"O Canada," the national anthem of our neighbors up north, comes in two official versions — English and French. They share a melody, but differ in meaning.

Let the record show: neither version of those lyrics contains the phrase "all lives matter."

But at the 2016 All-Star Game, the song got an unexpected edit.

At Petco Park in San Diego, one member of the Canadian singing group The Tenors — by himself, according to the other members of the group — revised the anthem.

School's out, and a lot of parents are getting through the long summer days with extra helpings of digital devices.

How should we feel about that?

Police in Baton Rouge say they have arrested three people who stole guns with the goal of killing police officers. They are still looking for a fourth suspect in the alleged plot, NPR's Greg Allen reports.

"Police say the thefts were at a Baton Rouge pawn shop early Saturday morning," Greg says. "One person was arrested at the scene. Since then, two others have been arrested and six of the eight stolen handguns have been recovered. Police are still looking for one other man."

A 13-year-old boy is among those arrested, Greg says.

Copyright 2016 NPR. To see more, visit http://www.npr.org/.

After an international tribunal invalidated Beijing's claims to the South China Sea, Chinese authorities have declared in no uncertain terms that they will be ignoring the ruling.

The Philippines brought the case to the Permanent Court of Arbitration in The Hague, objecting to China's claims to maritime rights in the disputed waters. The tribunal agreed that China had no legal authority to claim the waters and was infringing on the sovereign rights of the Philippines.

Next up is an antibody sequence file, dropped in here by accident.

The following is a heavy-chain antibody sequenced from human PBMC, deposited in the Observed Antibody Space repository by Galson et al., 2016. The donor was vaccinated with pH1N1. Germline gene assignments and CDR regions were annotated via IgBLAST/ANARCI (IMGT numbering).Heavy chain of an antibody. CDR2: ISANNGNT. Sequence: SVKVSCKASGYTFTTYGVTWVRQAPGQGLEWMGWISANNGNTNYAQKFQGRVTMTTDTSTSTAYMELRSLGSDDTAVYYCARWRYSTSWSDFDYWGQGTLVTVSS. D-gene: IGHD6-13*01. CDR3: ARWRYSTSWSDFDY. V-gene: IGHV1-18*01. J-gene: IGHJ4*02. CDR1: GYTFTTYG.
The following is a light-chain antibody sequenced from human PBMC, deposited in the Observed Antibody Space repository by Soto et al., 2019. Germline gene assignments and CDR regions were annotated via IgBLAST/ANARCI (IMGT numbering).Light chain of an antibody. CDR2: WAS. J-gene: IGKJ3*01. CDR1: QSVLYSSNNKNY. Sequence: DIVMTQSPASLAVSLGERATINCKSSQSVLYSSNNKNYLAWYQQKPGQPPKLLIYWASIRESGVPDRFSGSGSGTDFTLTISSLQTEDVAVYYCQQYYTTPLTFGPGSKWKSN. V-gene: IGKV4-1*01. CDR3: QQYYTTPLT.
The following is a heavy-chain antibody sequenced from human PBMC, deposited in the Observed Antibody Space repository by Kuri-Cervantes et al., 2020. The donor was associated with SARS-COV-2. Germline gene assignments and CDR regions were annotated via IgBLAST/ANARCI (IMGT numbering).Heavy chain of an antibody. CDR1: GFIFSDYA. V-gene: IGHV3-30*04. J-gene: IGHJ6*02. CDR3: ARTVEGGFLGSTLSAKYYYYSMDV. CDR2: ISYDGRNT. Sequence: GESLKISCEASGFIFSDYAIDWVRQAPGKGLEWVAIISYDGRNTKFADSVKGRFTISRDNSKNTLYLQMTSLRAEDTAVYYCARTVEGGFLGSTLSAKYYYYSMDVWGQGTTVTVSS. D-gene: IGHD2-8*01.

Donald Trump is firing back at Supreme Court Justice Ruth Bader Ginsburg after she disparaged him in several media interviews. He tweeted late Tuesday that she "has embarrassed all" with her "very dumb political statements" about the candidate. Trump ended his tweet with "Her mind is shot - resign!":

Donald Trump wrapped up his public tryout of potential vice presidential candidates in Indiana Tuesday night with Gov. Mike Pence giving the final audition.

The Indiana governor's stock as Trump's possible running mate is believed to be on the rise, with New Jersey Gov. Chris Christie and former House Speaker Newt Gingrich also atop the list. Sources tell NPR the presumptive GOP presidential nominee is close to making a decision, which he's widely expected to announce by Friday.

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The unassuming hero of Jonas Karlsson's clever, Kafkaesque parable is the opposite of a malcontent. Despite scant education, a limited social life, and no prospects for success as it is usually defined, he's that rarity, a most happy fella with an amazing ability to content himself with very little. But one day, returning to his barebones flat from his dead-end, part-time job at a video store, he finds an astronomical bill from an entity called W.R.D. He assumes it's a scam. Actually, it is more sinister-- and it forces him to take a good hard look at his life and values.

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Contestant Lipograms: The Best Of The Best

Jun 29, 2012
Originally published on December 19, 2012 5:43 pm

Think you have what it takes to be a contestant on Ask Me Another? First, you have to prove you know your stuff.

We subjected our Season 1 contestant hopefuls to an Ask Me Another Contestant Quiz—a 17-question blitz to test their knowledge of art, literature, science, math, international "goat suckers," and female actors in the Ocean's 11 franchise.

The part of the quiz that drew the funniest and strangest responses was the final question. Here are the original instructions: